Columns

Don’t expect Biden to cut the ballooning US deficit

Under Biden, the US will continue amassing a huge deficit. Is it manageable?

Tim Congdon

This article is taken from the December 2020 issue of The Critic. To get the full magazine why not subscribe? Right now we’re offering three issue for just £5.


Horror stories about public debt are a commonplace. Spending other people’s money comes more easily to politicians than imposing extra taxes. The natural response to a sudden and unexpected emergency — such as that posed by the Covid-19 pandemic — is to expand the budget deficit and to let the public debt increase.

The trouble is that interest on the debt is part of government expenditure. A big deficit this year implies a large increase in the debt, and a large increase in the debt results next year in extra debt interest, yet more spending and another lurch upwards in the debt, which results in the third year in extra debt interest, yet more spending and an even bigger lurch upwards in the debt. Driven by the genie of uncontrollable debt interest, the public debt becomes an ever more powerful and dangerous Frankenstein monster with a life of its own.

The horror stories are indeed a commonplace, and numerous examples of public debt explosions and associated currency debauchery can be found in the historical record. A celebrated book — This Time is Different: Eight Centuries of Financial Folly by Kenneth Rogoff and Carmen Reinhart — was published with beautiful timing in September 2009, just ahead of the crisis in which the Greek government reneged on over $40 billion of its borrowings from private sector creditors.

It is possible — perhaps even quite plausible — that in the four years of the presidency about $8,000 billion of extra debt will be clocked up

However, the historical record also shows that many governments have incurred seemingly enormous public debts and still honoured them in full. For example, Britain has on three occasions had a national debt exceeding 150 per cent of gross domestic product, after the Napoleonic Wars and the two World Wars of the twentieth century. Yet its government has consistently met interest and capital payments as they fall due.

This has been an extraordinary year for the American public finances. In the first three years of the Trump presidency the Federal debt climbed by $3,225 billion, which may sound daunting, but was in fact less than the rise in the first three years of the Obama presidency. But in the one year of 2020 the increase in the debt is likely to be larger than in the previous three years put together.

Overall the Trump presidency will have added about $7,000 billion to the debt total. Whereas at the end of 2016 the Federal debt was under 105 per cent of gross domestic product, by the start of the new Presidency it will be heading towards 120 per cent of GDP.

Ahead of the presidential election, both Trump and Biden said that they wanted another fiscal package — on top of the $2,200 billion splurge under the CARES Act in March — to counter the pandemic’s challenge to the economy. The figure going around for the second instalment was $2,000 billion. With the Senate still under Republican control, that has been pared back to perhaps $1,000 billion. As Biden will inherit a large underlying deficit from Trump, a fair verdict is that the first year of his presidency will record a Federal deficit of more than $2,000 billion.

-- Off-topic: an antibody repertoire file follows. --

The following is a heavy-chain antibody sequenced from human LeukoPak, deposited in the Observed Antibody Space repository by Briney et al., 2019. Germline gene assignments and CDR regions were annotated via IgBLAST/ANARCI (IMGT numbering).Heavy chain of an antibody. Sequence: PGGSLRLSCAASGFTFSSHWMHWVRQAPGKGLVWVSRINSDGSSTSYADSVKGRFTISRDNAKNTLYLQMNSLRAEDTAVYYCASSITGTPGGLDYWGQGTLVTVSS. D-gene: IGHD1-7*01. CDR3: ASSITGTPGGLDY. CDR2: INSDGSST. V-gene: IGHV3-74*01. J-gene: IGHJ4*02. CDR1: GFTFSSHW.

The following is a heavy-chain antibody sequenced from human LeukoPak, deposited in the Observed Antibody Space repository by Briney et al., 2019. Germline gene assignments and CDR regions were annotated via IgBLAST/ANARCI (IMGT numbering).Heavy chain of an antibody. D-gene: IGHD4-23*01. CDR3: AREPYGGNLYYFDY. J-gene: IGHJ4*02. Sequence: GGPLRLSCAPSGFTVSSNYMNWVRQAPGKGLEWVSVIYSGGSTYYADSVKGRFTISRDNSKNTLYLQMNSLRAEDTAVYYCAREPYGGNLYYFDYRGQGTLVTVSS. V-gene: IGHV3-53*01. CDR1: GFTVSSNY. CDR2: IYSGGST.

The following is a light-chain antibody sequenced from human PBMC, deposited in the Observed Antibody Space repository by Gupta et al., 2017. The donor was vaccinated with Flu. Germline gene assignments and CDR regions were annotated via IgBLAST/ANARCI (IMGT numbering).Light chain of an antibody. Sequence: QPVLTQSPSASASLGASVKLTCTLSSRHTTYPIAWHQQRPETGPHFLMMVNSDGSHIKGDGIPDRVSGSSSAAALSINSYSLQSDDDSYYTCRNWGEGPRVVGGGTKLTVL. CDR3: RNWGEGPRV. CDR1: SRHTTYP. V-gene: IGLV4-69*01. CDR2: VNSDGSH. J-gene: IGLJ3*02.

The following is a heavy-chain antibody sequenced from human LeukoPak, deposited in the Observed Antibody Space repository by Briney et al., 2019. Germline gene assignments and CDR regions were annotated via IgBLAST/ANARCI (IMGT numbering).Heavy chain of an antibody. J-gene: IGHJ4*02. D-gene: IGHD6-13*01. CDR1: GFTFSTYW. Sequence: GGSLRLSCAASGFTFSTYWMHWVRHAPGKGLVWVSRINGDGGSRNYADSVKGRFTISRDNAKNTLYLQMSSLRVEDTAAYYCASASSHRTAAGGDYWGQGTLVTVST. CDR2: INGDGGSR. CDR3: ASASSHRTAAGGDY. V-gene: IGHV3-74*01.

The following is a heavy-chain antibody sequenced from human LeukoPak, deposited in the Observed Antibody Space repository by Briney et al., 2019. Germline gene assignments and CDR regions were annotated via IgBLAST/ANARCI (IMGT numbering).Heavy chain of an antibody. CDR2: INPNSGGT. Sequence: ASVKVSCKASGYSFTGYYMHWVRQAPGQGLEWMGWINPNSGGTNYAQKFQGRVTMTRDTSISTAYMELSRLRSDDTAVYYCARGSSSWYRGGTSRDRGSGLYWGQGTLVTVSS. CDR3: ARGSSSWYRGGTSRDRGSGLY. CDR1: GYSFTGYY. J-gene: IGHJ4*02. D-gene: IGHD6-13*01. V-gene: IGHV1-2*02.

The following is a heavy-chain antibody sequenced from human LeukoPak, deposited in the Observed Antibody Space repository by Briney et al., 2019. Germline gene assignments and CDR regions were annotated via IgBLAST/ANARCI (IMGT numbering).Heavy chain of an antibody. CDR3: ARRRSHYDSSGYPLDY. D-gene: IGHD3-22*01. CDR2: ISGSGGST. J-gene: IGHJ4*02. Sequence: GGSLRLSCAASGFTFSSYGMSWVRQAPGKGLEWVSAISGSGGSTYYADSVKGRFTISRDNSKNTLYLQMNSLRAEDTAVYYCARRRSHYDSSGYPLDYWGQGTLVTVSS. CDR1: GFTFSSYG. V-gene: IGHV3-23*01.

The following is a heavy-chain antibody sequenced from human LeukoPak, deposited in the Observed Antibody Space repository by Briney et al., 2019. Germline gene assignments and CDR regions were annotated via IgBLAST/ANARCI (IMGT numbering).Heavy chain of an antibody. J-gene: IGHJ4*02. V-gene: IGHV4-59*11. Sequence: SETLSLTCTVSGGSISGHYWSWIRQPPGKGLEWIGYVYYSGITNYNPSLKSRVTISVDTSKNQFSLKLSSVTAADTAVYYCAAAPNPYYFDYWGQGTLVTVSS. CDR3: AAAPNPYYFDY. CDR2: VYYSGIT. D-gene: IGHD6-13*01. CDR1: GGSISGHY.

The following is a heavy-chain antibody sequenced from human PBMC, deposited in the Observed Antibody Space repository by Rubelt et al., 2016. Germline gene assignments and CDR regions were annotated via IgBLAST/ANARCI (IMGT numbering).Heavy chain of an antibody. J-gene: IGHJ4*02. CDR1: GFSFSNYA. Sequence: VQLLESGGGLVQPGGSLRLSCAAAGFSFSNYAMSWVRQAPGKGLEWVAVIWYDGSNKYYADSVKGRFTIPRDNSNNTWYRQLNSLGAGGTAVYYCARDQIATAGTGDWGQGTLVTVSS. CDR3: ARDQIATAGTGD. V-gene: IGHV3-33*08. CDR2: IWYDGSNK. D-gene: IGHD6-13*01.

It is possible — perhaps even quite plausible — that in the four years of the presidency about $8,000 billion of extra debt will be clocked up. Public debt could reach more than 125 per cent of GDP.

Does the horror story of uncontrollable debt interest then start to become realistic? Amazingly, it is not at all realistic given the current mix of political conjecture and market anticipation.

The current yield on ten-year US Treasury bonds is a mere 1 per cent and on shorter-dated paper it is even less, at little more than 10 or 20 basis points. Even with a public debt of over 125 per cent of GDP, the implied burden of debt interest is minuscule, a mere 1 per cent or so of GDP.

On the face of it, the fiscal excesses of the Obama-Trump-Biden era are a matter of indifference to investors, and the Federal debt can rise much more before an explosion in debt interest confronts the American political elite with unpalatable choices.

The problem here is that the sustainability of the public debt depends on the credibility of financial policy, while the credibility of financial policy depends on the sustainability of the public debt. Only a minority of financial market participants believe that a significant upturn in inflation is probable once the medical emergency has ended and the economic situation returns to normal. But they may be right.

In the year to June the quantity of money rose by over 25 per cent, the highest figure since the Second World War and well above the peak figures in the inflationary 1970s. Let it not be forgotten that in 1979 the increase in US consumer prices was more than 12 per cent and that in autumn 1981 the yield on the US 30-year Treasury bond briefly went above 15 per cent. If public debt were 125 per cent of GDP and the average yield on it were 15 per cent, the cost of debt interest would — by itself — be approaching 20 per cent of GDP.

This is not a forecast that the US in the 2020s will go the way of Greece in the early 2010s; it is a warning that the laws of arithmetic apply to every nation, including that with the world’s largest and most important economy.

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